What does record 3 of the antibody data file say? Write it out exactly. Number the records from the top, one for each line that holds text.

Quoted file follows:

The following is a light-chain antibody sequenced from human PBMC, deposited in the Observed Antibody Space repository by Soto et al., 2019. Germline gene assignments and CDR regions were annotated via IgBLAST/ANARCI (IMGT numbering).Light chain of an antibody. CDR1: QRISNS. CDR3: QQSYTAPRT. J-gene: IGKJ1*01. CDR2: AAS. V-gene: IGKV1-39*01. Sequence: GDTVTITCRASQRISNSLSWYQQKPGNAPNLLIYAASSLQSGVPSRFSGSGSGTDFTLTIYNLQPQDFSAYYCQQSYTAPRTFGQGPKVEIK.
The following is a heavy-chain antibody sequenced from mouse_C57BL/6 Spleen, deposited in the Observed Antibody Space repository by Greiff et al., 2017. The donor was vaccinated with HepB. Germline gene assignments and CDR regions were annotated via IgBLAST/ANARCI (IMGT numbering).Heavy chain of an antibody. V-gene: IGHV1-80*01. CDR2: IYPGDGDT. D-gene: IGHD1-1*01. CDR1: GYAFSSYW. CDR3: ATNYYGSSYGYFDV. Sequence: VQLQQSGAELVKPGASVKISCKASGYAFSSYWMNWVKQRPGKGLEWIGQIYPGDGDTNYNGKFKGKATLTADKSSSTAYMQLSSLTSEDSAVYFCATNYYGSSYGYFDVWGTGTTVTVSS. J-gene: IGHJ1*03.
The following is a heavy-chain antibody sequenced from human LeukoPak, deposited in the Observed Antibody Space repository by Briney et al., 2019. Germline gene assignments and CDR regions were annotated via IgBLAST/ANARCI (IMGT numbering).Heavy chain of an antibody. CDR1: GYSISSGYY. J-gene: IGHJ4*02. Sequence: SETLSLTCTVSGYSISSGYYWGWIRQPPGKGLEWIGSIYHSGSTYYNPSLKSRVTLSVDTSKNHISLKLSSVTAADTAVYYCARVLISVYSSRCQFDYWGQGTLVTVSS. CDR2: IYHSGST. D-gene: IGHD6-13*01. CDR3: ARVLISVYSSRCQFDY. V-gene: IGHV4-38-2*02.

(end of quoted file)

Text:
The following is a heavy-chain antibody sequenced from human LeukoPak, deposited in the Observed Antibody Space repository by Briney et al., 2019. Germline gene assignments and CDR regions were annotated via IgBLAST/ANARCI (IMGT numbering).Heavy chain of an antibody. CDR1: GYSISSGYY. J-gene: IGHJ4*02. Sequence: SETLSLTCTVSGYSISSGYYWGWIRQPPGKGLEWIGSIYHSGSTYYNPSLKSRVTLSVDTSKNHISLKLSSVTAADTAVYYCARVLISVYSSRCQFDYWGQGTLVTVSS. CDR2: IYHSGST. D-gene: IGHD6-13*01. CDR3: ARVLISVYSSRCQFDY. V-gene: IGHV4-38-2*02.